The abbreviated release did not provide the number of COVID-19 admissions and discharges. 

Nova Scotia Health labs completed 3,711 tests on Saturday and 696 new cases have been reported.

There are 447 cases in the central health zone, 108 in the eastern zone, 105 in the western zone and 36 in the northern zone.

Less than than 10 per cent of Nova Scotians are unvaccinated, according to provincial statistics.

As of Friday’s update, unvaccinated Nova Scotians were about four times more likely to be hospitalized due to COVID-19 than someone with two doses of vaccine. That is based on average hospitalizations since the province started releasing the daily hospitalizations by vaccine status on Jan. 4.

Summary offence tickets

Halifax Regional Police issued 11 summary offence tickets Sunday for violations of health regulations.

Police responded to reports of a party at a Bayers Road residence shortly before 1 a.m. Sunday.

Tickets were issued to 11 occupants for failing to comply with provisions of the Health Protection Act. 

The tickets carry a fine of $2,422.

Atlantic Canada case numbers

  • Newfoundland and Labrador reported one death and 384 new cases Sunday. There are 5,503 active cases and 12 hospitalizations. 
  • Prince Edward Island reported five hospitalizations Saturday. There were 309 new cases and 222 recoveries in Saturday’s report.
  • New Brunswick reported four more deaths and 115 hospitalizations Sunday. The province has 5,265 active cases.
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UK’s Johnson plans to scrap COVID-19 self-isolation law – The Telegraph

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The United Kingdom is drawing up plans under which people will not be legally bound to self-isolate after catching COVID-19, The Telegraph reported on Sunday.

Prime Minister Boris Johnson wants to permanently revoke emergency coronavirus laws as Britain’s COVID-19 cases continue to fall, the report said, adding official guidance would remain but would not result in fines or legal punishment if ignored.

The plans will be worked up over the coming weeks, with an announcement expected as early as the spring, the report said.

Last week, Health Secretary Sajid Javid said COVID-19 self-isolation in England will be cut to five days from seven if someone tests negative twice.

Johnson is also set to lift Plan B COVID-19 restrictions, introduced last month to slow the spread of the Omicron variant, according to an earlier Telegraph report.

 

(Reporting by Maria Ponnezhath in Bengaluru; Editing by Daniel Wallis)

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'Choose increased antibodies over brand': Moderna appointments still being cancelled in London, Ont. area – CTV News London

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Doctors and pharmacists continue to advocate for people to get the first available mRNA vaccine for their COVID-19 booster dose.

“We have had some feedback that appointments are being canceled because people are holding out for Pfizer,” says Dr. Joyce Lock, the medical officer of health for Southwestern Public Health (SWPH).

“I strongly strongly urge everyone, particularly those over the age of 50, to choose increased antibodies over brand,” she added.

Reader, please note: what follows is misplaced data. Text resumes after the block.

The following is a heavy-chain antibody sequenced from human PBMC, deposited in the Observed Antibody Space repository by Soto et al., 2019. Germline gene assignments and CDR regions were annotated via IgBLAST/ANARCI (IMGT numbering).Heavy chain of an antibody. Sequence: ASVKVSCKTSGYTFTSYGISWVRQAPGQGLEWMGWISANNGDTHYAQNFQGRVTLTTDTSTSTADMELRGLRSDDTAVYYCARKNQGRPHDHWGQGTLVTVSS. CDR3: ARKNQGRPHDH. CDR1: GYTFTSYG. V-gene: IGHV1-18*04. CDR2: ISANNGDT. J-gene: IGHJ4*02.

Lock made those statements during her weekly briefing on Jan 12.

“Our immunity following our original two doses is decreasing over time,” says Lock. “Our bodies don’t care what brand they receive. They follow the science, not the manufacturer. Studies show that immunity shoots back up after the booster and it doesn’t matter which brand.”

This week, First Ave. Pharmacy in St. Thomas, Ont. took to Facebook saying it had openings due to people refusing Moderna as a booster dose.“We send out a mass email saying that there’s a shortage of Pfizer and we might have to offer them Moderna and some people would cancel their appointment online or they would call us and cancel their appointments,” says Minh Nguyen, pharmacist at First Ave. Pharmacy. “Both Moderna and Pfizer are mRNA vaccines and equally effective at preventing severe illness from COVID. So I would say get whatever mRNA vaccine you can.”

Sunday, the Metrolinx Go-VAXX bus returned to London, Ont. It was stationed in the parking lot at the new East Lions Community Centre on Brydges St.

They had some appointments booked, but we were even taking walk-ins with Pfizer being administered.

“I’ve had Pfizer for my first two shots and that’s what I preferred,” says Michael Sean MacVoy, a truck driver getting his booster. “At this point, I didn’t care.”

Diane Crozman was in the same scenario, getting Pfizer a third time. “It doesn’t really make a difference to me,” she said. “They said the Moderna is going to work the same, but Pfizer that’s good because I’ve already got the other two Pfizer.”

Justin Seaward showed up for a walk-in booster, minutes after his wife went home from her booked appointment.

“I’ve had Pfizer, Moderna, then Pfizer now,” says Seaward. “It didn’t really make a difference much to me. I just wanted to be Vaxxed so I can feel safer for my family.”The Middlesex-London Paramedic Service (MLPS) had administered 2,194 doses of vaccine over the past six days since starting pop-up clinics in Middlesex County.

The percentage of people upset that Moderna was being administered is very low.

“It has happened a few times at the front door, but very rare,” says Miranda Bothwell, acting superintendent for special operations with MLPS.

They will be back on the road, continuing their pop-up clinic tour Monday in Lucan, Ont.